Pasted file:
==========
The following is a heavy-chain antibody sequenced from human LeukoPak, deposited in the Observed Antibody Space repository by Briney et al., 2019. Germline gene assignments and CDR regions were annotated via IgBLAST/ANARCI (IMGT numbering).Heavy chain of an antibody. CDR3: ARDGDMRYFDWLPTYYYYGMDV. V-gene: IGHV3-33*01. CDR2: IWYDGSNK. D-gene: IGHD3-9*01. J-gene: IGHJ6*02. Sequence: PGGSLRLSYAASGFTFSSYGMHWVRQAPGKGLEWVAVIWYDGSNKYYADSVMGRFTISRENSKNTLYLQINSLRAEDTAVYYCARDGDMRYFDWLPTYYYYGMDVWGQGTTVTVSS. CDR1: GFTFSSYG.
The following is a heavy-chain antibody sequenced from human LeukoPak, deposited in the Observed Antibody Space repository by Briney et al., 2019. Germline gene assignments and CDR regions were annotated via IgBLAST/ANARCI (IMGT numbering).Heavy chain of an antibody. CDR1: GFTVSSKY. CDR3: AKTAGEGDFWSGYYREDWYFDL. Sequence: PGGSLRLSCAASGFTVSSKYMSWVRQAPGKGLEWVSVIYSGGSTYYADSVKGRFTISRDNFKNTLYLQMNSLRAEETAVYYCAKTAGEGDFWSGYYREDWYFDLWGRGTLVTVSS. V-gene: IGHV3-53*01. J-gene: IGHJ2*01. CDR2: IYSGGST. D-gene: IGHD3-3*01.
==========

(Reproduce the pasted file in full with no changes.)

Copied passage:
The following is a heavy-chain antibody sequenced from human LeukoPak, deposited in the Observed Antibody Space repository by Briney et al., 2019. Germline gene assignments and CDR regions were annotated via IgBLAST/ANARCI (IMGT numbering).Heavy chain of an antibody. CDR3: ARDGDMRYFDWLPTYYYYGMDV. V-gene: IGHV3-33*01. CDR2: IWYDGSNK. D-gene: IGHD3-9*01. J-gene: IGHJ6*02. Sequence: PGGSLRLSYAASGFTFSSYGMHWVRQAPGKGLEWVAVIWYDGSNKYYADSVMGRFTISRENSKNTLYLQINSLRAEDTAVYYCARDGDMRYFDWLPTYYYYGMDVWGQGTTVTVSS. CDR1: GFTFSSYG.
The following is a heavy-chain antibody sequenced from human LeukoPak, deposited in the Observed Antibody Space repository by Briney et al., 2019. Germline gene assignments and CDR regions were annotated via IgBLAST/ANARCI (IMGT numbering).Heavy chain of an antibody. CDR1: GFTVSSKY. CDR3: AKTAGEGDFWSGYYREDWYFDL. Sequence: PGGSLRLSCAASGFTVSSKYMSWVRQAPGKGLEWVSVIYSGGSTYYADSVKGRFTISRDNFKNTLYLQMNSLRAEETAVYYCAKTAGEGDFWSGYYREDWYFDLWGRGTLVTVSS. V-gene: IGHV3-53*01. J-gene: IGHJ2*01. CDR2: IYSGGST. D-gene: IGHD3-3*01.